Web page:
Skip navigation

Once again this week’s readings display the central ambiguities that seem to color all that we have studied. Antithetical possibilities seem to co-exist: we are presented with few consistent answers. This is most fascinating to me in Gregory’s work, “From a View to Kill”. The image of the digital world as navigating a knife-edge of possibilities holds incredible poignancy and importance when we are discussing the realm of war, and thus of life and death.
Gregory demonstrates clearly how the technological iterations of modern warfare can be portrayed in two diametrically opposed lights. Is the use of drones virtuous in its ‘efficiency’, or a-moral in its casualness. On the one hand technological warfare is praised for its abilities to be clear-cut, and in particular this evokes the idea of sight. The military has been enabled to see more clearly, thus conducting their war in a more virtuous way. Yet the flip-side to this praise is the notion that sight is actually clouded, that the introduction of war machinery that is so similar to video games actually creates a distance, a screen, thus increasing blindness. These dichotomous potentialities remind me of Derrida’s description of Plato’s Pharmakon. Is it medicine, or poison? Is the very thing that makes this good, what paves the way to make it bad?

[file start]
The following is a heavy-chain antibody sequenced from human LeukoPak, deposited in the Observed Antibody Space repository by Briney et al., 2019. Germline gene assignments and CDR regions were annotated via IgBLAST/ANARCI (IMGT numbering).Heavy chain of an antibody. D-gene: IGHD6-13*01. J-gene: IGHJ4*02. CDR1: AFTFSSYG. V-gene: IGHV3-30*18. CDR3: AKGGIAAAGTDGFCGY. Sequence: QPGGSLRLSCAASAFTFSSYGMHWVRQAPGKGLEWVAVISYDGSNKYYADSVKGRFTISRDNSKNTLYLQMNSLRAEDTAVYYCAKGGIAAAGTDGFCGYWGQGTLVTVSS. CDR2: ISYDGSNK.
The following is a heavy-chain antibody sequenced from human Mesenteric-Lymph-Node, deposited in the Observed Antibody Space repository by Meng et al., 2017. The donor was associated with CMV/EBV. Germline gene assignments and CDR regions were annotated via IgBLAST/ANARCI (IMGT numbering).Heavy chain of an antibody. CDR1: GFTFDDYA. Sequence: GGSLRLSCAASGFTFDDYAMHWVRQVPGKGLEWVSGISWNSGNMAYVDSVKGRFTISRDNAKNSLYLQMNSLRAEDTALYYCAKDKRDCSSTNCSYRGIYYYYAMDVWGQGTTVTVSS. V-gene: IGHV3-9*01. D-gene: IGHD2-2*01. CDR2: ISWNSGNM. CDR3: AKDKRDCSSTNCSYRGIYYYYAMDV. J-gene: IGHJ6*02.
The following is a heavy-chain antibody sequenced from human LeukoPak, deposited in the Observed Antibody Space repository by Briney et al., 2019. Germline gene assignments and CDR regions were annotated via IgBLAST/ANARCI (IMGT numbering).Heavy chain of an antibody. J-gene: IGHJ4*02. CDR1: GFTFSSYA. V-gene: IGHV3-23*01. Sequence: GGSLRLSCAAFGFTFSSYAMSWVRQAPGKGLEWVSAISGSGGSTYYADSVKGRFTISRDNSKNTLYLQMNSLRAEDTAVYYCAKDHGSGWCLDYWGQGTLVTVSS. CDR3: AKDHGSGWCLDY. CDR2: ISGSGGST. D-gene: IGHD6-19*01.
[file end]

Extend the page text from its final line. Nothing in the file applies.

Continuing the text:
Whether one believes in the first or second view of contemporary forms of militant action, one thing is undeniable: the public, at large, is incredibly cut off. I think this is fundamental to Gregory’s argument, as it feeds his discussion of distance, and the idea that “From a distance I cannot hear you scream”. Gregory is focused in his work on the relationship and spatial configuration between soldiers and targets/civilians, yet I think the public is similarly important. In World War 1, or World War 2, everybody in Europe knew someone who died. War touched people at an intensely intimate, unavoidable way. Of course high numbers of casualties is not something to be revered – far from it – but what we do risk when we lose this immediacy of suffering, is any public awareness of what is going on. The public is so profoundly cut-off from drone attacks, both in terms of what we are told but also in terms of feeling the repercussions of war, that it is difficult to engage them in an awareness of consequences. This is dangerous, and once again shows us how the digital world can create a blind spot that covers undesirable or immoral behavior.